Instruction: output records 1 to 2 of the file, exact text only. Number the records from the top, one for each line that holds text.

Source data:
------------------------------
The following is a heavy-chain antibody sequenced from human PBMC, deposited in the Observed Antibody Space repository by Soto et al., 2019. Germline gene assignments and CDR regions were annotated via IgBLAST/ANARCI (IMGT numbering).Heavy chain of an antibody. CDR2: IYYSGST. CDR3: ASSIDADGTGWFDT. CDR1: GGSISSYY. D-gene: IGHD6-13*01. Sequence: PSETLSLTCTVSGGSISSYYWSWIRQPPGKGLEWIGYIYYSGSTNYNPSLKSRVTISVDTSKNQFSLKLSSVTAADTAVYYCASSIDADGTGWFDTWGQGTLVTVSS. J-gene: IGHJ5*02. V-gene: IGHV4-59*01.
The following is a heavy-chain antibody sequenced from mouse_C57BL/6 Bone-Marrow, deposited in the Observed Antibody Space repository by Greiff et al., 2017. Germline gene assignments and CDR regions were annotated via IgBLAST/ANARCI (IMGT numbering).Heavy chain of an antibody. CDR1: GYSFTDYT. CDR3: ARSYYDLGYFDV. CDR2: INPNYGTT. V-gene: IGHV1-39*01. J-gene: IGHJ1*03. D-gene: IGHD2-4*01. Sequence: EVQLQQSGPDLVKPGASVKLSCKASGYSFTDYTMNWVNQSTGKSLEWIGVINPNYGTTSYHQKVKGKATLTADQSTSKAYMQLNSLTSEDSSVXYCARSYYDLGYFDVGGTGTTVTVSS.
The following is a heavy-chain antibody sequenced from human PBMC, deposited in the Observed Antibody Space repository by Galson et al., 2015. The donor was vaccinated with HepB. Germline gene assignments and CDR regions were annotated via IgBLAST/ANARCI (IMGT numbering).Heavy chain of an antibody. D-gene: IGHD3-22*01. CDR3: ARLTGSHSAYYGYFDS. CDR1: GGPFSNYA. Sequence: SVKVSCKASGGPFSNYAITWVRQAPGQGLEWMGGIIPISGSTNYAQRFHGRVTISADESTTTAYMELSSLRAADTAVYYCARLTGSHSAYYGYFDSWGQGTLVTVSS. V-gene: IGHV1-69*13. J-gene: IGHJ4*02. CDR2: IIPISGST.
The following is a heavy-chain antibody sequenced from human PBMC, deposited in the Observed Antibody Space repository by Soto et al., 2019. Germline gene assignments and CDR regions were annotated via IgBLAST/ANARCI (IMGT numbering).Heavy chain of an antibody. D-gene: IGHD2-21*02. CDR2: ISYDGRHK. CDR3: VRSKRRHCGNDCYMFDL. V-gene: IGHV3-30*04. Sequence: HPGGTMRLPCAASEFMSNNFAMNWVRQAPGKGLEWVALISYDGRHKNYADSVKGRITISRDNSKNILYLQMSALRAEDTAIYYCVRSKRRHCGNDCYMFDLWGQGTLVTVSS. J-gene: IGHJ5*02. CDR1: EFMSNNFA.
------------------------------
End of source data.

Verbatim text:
The following is a heavy-chain antibody sequenced from human PBMC, deposited in the Observed Antibody Space repository by Soto et al., 2019. Germline gene assignments and CDR regions were annotated via IgBLAST/ANARCI (IMGT numbering).Heavy chain of an antibody. CDR2: IYYSGST. CDR3: ASSIDADGTGWFDT. CDR1: GGSISSYY. D-gene: IGHD6-13*01. Sequence: PSETLSLTCTVSGGSISSYYWSWIRQPPGKGLEWIGYIYYSGSTNYNPSLKSRVTISVDTSKNQFSLKLSSVTAADTAVYYCASSIDADGTGWFDTWGQGTLVTVSS. J-gene: IGHJ5*02. V-gene: IGHV4-59*01.
The following is a heavy-chain antibody sequenced from mouse_C57BL/6 Bone-Marrow, deposited in the Observed Antibody Space repository by Greiff et al., 2017. Germline gene assignments and CDR regions were annotated via IgBLAST/ANARCI (IMGT numbering).Heavy chain of an antibody. CDR1: GYSFTDYT. CDR3: ARSYYDLGYFDV. CDR2: INPNYGTT. V-gene: IGHV1-39*01. J-gene: IGHJ1*03. D-gene: IGHD2-4*01. Sequence: EVQLQQSGPDLVKPGASVKLSCKASGYSFTDYTMNWVNQSTGKSLEWIGVINPNYGTTSYHQKVKGKATLTADQSTSKAYMQLNSLTSEDSSVXYCARSYYDLGYFDVGGTGTTVTVSS.